On November 3, 2020, San Francisco voters approved two new tax measures impacting corporate taxpayers. Both measures were passed by voters with overwhelming majorities.
Proposition F, or the Business-Tax Overhaul, supported by 68% of voters, will be effective in 2021. The measure provides relief for small businesses by raising the exemption ceiling for both business registration fees and the gross receipts tax. The measure also eliminates the payroll expense tax and gradually increases gross receipts tax rates and administrative office tax rates for all business activities through 2024. While most businesses will see a gradual increase of approximately 40% over 4 years, other businesses, such as information services, biotechnology and financial services will see increases of up to 85%. The measure was sponsored by San Francisco’s Mayor and Board of Supervisors to help close the city’s $1.5 billion budget deficit, boost the economy, and recover jobs.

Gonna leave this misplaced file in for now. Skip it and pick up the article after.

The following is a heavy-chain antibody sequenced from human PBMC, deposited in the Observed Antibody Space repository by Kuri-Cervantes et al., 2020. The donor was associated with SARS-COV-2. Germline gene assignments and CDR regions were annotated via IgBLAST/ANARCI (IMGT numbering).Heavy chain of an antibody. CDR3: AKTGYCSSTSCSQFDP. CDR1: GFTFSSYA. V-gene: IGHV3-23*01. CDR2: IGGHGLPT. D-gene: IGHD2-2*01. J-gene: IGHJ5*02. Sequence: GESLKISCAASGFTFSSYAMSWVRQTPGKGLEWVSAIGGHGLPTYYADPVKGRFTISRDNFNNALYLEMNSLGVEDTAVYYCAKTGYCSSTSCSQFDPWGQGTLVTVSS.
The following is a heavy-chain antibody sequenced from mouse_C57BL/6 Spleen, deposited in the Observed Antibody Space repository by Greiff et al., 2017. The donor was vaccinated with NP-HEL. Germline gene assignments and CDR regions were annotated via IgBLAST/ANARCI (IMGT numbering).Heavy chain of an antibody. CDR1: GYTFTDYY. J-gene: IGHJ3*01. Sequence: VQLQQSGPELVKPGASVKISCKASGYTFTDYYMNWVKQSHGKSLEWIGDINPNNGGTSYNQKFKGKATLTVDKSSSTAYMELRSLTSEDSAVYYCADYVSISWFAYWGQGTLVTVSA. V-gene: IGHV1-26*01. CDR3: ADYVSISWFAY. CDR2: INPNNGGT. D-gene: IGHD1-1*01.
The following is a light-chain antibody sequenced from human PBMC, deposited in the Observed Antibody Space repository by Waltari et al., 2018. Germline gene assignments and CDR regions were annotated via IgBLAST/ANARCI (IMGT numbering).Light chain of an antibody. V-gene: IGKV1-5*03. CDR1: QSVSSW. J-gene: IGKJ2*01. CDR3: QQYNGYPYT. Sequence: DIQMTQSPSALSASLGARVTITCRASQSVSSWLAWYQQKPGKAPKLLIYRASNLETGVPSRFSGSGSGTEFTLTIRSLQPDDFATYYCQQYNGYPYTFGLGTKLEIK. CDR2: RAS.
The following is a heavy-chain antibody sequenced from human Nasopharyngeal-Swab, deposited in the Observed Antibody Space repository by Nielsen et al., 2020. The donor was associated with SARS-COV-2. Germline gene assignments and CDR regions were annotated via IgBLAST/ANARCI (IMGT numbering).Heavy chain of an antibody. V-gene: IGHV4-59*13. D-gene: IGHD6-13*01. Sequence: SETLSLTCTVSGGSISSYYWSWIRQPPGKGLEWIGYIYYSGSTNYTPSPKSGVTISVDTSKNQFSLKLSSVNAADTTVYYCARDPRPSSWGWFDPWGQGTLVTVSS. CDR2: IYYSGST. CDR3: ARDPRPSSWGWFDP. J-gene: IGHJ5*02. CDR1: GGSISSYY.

Proposition L, or the Overpaid CEO Tax, supported by 65% of voters, will be effective in 2022. The measure places an additional tax on businesses in San Francisco when their highest-paid managerial employee earns more than 100 times the median compensation paid to their employees. The “highest-paid managerial employee” group includes any employee regardless of where the employee works, while the “median compensation employees” are limited to those who work in San Francisco. The tax based on gross receipts ranges from 0.1% to 0.6% depending on the magnitude of the pay discrepancy. For taxpayers engaged in business as an administrative office, the tax based on payroll expense ranges from 0.4% to 2.4%. With the passing of Proposition L, San Francisco becomes the second city after Portland, Oregon to enact such a tax; however, the overwhelming support seen in San Francisco may mean that more cities will look toward CEO pay as a source of tax revenue in the future.